You're HIV positive (HIV+). You've only just learned about your status. OR you've known about it for sometime. Whether it's still fresh news that you are beginning to absorb or it's something you have been living with for a while, there are bound to be many situations in your life in which you will be faced with the decision of whether or not to disclose your HIV status – to tell others that you are infected with HIV. In a number of circumstances you will find yourself trying to balance honesty with protecting your right to privacy.
Whom do you feel you need to tell? Is there someone you want to tell, but aren't sure what or how much to say? Is there anyone you feel that you must tell like a spouse, a partner, or perhaps someone whom you've been dating? What about informing any sex partners you've been with about your status? Perhaps you're having surgery or you're going to be seeing a dentist. Do you have to advise these or other healthcare providers that you're HIV positive? Do they have a legal right to ask you about HIV status or to deny you care if you are HIV positive? Are there any circumstances when you're legally required to disclose that you're HIV positive?
Along with the many thoughts and feelings you will experience while coming to terms with your HIV infection, these are some of the questions and concerns that may arise with respect to disclosing your HIV status. As with so many of the issues about HIV, or many important life decisions, there are no absolute answers that are right for everyone.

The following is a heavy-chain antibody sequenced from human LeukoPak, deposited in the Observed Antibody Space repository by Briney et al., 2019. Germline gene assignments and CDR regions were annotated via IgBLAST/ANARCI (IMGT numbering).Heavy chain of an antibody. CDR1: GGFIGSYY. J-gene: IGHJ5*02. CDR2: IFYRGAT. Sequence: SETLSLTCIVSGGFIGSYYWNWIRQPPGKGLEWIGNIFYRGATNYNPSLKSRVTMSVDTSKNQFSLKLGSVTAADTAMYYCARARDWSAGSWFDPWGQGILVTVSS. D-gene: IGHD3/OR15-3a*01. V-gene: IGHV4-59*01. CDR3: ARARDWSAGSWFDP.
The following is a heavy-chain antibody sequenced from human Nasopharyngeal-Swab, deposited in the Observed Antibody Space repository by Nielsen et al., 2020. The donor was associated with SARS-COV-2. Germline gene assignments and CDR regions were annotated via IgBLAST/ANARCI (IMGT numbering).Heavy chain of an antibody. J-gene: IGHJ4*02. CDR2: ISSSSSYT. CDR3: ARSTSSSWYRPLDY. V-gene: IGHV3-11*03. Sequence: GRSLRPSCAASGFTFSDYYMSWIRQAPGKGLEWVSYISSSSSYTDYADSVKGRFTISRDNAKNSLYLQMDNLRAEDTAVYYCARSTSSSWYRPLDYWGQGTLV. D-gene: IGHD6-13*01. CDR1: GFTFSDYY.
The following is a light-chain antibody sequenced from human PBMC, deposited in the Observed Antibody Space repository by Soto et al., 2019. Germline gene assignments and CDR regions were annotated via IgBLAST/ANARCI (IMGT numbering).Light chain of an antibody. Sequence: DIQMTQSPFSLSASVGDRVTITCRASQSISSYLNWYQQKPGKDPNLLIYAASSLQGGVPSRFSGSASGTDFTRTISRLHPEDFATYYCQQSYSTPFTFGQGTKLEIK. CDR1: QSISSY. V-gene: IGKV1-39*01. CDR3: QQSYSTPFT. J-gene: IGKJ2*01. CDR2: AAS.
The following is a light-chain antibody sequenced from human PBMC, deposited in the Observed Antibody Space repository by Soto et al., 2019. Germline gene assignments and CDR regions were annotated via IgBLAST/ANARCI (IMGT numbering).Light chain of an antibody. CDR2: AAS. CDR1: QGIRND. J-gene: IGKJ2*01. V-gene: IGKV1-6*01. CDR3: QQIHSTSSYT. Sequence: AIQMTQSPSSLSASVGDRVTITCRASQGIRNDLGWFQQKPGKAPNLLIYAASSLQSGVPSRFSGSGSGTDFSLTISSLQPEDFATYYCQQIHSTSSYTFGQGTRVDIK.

It takes time to adjust to being HIV positive. With that in mind, it's a good idea to not rush into disclosing your status without first giving it some thought. Wanting to share this knowledge with someone else is a perfectly natural reaction, especially when it's new to you and you're feeling overwhelmed, vulnerable, and uncertain about your life and your future. The reality is that people with HIV need to be selective about disclosing. They need to be selective about who they tell and when they tell them. This process of selection often involves uncertainty and can sometimes be an anguishing experience.
That old fashioned maxim, "easy does it" is a good approach to consider when thinking about disclosure. Even if you've been living with HIV for a while, you'll likely find situations continuously arising in which you may be forced to think about having to disclose your HIV status. Wanting to tell family members, employers, fellow employees, and friends is very natural. However, the truth of the matter is that it can also create new problems for you. Over the past twenty years of the HIV epidemic, there have been some significant improvements in the general public's awareness about and understanding of HIV issues. Unfortunately, there's still a stigma attached to the whole subject of HIV and to those who have it. Yes, there is more understanding and wider acceptance than in the past, but unsympathetic and prejudicial reactions are still not uncommon in some families, in the workplace, and in social situations.